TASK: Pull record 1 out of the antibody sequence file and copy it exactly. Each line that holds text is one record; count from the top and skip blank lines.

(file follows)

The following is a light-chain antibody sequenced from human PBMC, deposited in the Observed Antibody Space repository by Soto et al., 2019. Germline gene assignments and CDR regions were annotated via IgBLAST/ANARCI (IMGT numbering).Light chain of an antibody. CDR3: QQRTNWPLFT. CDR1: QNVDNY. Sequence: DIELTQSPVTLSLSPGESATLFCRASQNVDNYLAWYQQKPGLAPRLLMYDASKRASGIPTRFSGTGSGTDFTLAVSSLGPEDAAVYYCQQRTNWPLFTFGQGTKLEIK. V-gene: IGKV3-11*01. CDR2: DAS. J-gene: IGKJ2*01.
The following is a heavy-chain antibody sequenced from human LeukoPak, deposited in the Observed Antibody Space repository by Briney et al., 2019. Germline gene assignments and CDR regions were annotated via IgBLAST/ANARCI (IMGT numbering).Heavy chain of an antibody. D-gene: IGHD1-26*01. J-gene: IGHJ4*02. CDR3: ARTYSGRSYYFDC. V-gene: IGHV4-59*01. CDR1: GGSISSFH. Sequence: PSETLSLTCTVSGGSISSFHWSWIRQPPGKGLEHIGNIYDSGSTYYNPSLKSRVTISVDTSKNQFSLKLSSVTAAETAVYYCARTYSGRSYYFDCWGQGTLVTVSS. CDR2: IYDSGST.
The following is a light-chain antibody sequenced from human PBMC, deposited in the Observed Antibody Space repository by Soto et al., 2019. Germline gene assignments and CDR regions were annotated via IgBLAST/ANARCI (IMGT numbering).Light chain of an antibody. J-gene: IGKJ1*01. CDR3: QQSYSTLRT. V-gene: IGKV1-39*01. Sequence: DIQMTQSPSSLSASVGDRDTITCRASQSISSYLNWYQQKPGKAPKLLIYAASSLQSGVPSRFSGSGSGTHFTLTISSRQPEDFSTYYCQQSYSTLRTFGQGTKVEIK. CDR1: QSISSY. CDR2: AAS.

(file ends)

The following is a light-chain antibody sequenced from human PBMC, deposited in the Observed Antibody Space repository by Soto et al., 2019. Germline gene assignments and CDR regions were annotated via IgBLAST/ANARCI (IMGT numbering).Light chain of an antibody. CDR3: QQRTNWPLFT. CDR1: QNVDNY. Sequence: DIELTQSPVTLSLSPGESATLFCRASQNVDNYLAWYQQKPGLAPRLLMYDASKRASGIPTRFSGTGSGTDFTLAVSSLGPEDAAVYYCQQRTNWPLFTFGQGTKLEIK. V-gene: IGKV3-11*01. CDR2: DAS. J-gene: IGKJ2*01.